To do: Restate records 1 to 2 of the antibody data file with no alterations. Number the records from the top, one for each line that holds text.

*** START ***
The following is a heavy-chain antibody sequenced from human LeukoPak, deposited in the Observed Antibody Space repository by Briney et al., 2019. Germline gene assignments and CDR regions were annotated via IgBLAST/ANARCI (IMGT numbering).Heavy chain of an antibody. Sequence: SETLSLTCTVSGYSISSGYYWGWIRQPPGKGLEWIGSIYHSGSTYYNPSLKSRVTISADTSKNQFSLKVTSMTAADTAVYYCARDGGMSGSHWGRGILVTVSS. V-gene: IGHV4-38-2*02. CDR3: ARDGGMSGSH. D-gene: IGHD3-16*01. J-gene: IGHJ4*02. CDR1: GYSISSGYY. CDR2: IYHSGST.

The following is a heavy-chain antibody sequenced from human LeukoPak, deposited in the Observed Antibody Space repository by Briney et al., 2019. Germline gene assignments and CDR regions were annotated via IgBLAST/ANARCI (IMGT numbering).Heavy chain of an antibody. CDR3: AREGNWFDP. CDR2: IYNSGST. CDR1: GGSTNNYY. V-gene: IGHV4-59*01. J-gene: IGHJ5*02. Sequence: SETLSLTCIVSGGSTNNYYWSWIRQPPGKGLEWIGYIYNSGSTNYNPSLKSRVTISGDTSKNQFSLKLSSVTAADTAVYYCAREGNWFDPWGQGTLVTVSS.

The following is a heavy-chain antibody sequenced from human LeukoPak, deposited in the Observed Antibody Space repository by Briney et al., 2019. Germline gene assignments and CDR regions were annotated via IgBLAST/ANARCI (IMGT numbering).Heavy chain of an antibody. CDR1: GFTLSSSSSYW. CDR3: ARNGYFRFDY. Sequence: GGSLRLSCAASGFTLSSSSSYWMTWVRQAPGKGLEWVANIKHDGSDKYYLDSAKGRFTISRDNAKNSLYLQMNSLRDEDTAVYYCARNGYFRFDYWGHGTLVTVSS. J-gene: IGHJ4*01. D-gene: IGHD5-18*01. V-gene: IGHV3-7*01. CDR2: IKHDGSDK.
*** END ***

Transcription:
The following is a heavy-chain antibody sequenced from human LeukoPak, deposited in the Observed Antibody Space repository by Briney et al., 2019. Germline gene assignments and CDR regions were annotated via IgBLAST/ANARCI (IMGT numbering).Heavy chain of an antibody. Sequence: SETLSLTCTVSGYSISSGYYWGWIRQPPGKGLEWIGSIYHSGSTYYNPSLKSRVTISADTSKNQFSLKVTSMTAADTAVYYCARDGGMSGSHWGRGILVTVSS. V-gene: IGHV4-38-2*02. CDR3: ARDGGMSGSH. D-gene: IGHD3-16*01. J-gene: IGHJ4*02. CDR1: GYSISSGYY. CDR2: IYHSGST.

The following is a heavy-chain antibody sequenced from human LeukoPak, deposited in the Observed Antibody Space repository by Briney et al., 2019. Germline gene assignments and CDR regions were annotated via IgBLAST/ANARCI (IMGT numbering).Heavy chain of an antibody. CDR3: AREGNWFDP. CDR2: IYNSGST. CDR1: GGSTNNYY. V-gene: IGHV4-59*01. J-gene: IGHJ5*02. Sequence: SETLSLTCIVSGGSTNNYYWSWIRQPPGKGLEWIGYIYNSGSTNYNPSLKSRVTISGDTSKNQFSLKLSSVTAADTAVYYCAREGNWFDPWGQGTLVTVSS.